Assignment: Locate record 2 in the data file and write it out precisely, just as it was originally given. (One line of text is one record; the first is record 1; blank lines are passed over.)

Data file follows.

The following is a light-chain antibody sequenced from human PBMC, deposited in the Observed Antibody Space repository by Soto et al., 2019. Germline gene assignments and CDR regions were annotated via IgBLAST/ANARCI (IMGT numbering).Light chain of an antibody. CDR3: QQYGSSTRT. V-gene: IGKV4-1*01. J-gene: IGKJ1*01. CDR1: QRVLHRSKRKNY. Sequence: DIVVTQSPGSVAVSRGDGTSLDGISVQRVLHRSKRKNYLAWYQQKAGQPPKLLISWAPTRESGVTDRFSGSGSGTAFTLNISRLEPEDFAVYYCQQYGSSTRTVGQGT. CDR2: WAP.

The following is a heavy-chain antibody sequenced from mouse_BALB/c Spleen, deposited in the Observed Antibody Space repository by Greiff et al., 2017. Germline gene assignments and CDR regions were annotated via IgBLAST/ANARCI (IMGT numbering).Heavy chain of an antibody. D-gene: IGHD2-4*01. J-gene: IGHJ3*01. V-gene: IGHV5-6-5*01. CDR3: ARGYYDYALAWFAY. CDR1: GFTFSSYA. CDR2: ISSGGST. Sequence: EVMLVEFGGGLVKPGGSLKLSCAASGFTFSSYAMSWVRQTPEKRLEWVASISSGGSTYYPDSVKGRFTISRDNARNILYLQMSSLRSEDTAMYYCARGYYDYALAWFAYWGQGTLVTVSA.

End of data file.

The following is a heavy-chain antibody sequenced from mouse_BALB/c Spleen, deposited in the Observed Antibody Space repository by Greiff et al., 2017. Germline gene assignments and CDR regions were annotated via IgBLAST/ANARCI (IMGT numbering).Heavy chain of an antibody. D-gene: IGHD2-4*01. J-gene: IGHJ3*01. V-gene: IGHV5-6-5*01. CDR3: ARGYYDYALAWFAY. CDR1: GFTFSSYA. CDR2: ISSGGST. Sequence: EVMLVEFGGGLVKPGGSLKLSCAASGFTFSSYAMSWVRQTPEKRLEWVASISSGGSTYYPDSVKGRFTISRDNARNILYLQMSSLRSEDTAMYYCARGYYDYALAWFAYWGQGTLVTVSA.